Can Your Orthopedic Practice Support an Ancillary Hand Therapy Program: 6 Key Questions
By Jeff Goldberg, PT and Kay Kirkpatrick, MD
As pressures mount against physician fees, ancillary service lines are increasingly important to the financial success of orthopedic practices. Adding an in-house hand therapy program not only presents the potential to improve a practice’s bottom line, but more importantly, it can provide the opportunity for surgeons to work closely with the hand therapist. Communication is expedited by access to the same information and immediate access to physicians. Hand therapy services, however, can be challenging to establish and maintain in markets that have well established therapy providers. Jeff Goldberg, Director of Operations for Resurgens Orthopaedics, a 90-plus physician orthopedic practice with 20 locations in and around Atlanta, shares six considerations for developing a hand therapy program within your orthopedic practice.
The recruitment challenge
Mr. Goldberg, who is a licensed physical therapist and previously served as Resurgens' director of rehabilitation services, says there is little question orthopedic practice-owned therapy programs provide more collaborative care for patients, but recruiting certified hand therapists can be challenging. Not only does the national demand for these therapists outweigh the supply, but physician-owned therapy services are often looked down upon by the physical therapy industry. Although the majority of certified hand therapists come from the occupational therapy profession, many are physical therapists. “The American Physical Therapy Association, and most of the state physical therapy organizations, disapproves of physical therapy services owned by physician practices, so PT students are commonly discouraged from going to work for physicians," says Mr. Goldberg. "Therapists who do enter into this working relationship, however, recognize early on that they are able to provide a higher quality of care than is possible in a private therapy practice due to the collaborative experience. Hand therapists and physicians can easily communicate and medical records are shared. That's not the case in a private PT practice." It should be noted that these prejudices against physical therapists working for physicians are generally not held by the national organizations for occupational therapists or certified hand therapists.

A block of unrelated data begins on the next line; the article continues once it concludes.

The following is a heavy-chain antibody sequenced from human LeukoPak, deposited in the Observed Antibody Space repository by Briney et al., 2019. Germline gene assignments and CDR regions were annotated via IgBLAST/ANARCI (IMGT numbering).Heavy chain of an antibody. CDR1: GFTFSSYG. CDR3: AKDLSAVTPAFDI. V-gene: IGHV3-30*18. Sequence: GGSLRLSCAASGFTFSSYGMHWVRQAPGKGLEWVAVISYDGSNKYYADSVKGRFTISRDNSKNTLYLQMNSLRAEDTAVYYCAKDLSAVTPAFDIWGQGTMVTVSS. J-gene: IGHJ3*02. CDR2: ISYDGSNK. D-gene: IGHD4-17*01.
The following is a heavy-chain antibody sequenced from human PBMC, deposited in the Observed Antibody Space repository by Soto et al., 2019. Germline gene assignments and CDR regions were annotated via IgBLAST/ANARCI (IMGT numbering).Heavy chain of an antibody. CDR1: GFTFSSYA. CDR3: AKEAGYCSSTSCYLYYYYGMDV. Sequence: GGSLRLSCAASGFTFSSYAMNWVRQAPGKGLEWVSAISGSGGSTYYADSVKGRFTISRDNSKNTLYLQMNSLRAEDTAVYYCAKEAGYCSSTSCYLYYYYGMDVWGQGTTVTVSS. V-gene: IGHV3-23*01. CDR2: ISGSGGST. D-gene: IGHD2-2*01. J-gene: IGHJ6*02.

While a bias against physician-owned PT services and an overall hand therapy provider shortage resulting in escalating salaries may make recruiting more difficult for some practices, Mr. Goldberg says recruitment and start-up concerns are outweighed by the benefits of a having a program, as long as the physicians have a referral volume to support the service. "Some physicians do have concerns about dedicating resources to get a program started, but often physicians can use their existing relationships with local hand therapists, to recruit those therapists or their colleagues to the practice," he says. "Even though we are seeing a decrease in the volume of therapy because of increasing deductibles and co-pays, in our practice, it still provides a very good revenue stream, in addition to making care more accessible to the patient. Patients continually express to us how much they appreciate the fact that they can see their physician and therapy provider at the same location. "
Practices exploring adding this ancillary service should consider the following questions.
1. Will your physicians create enough demand?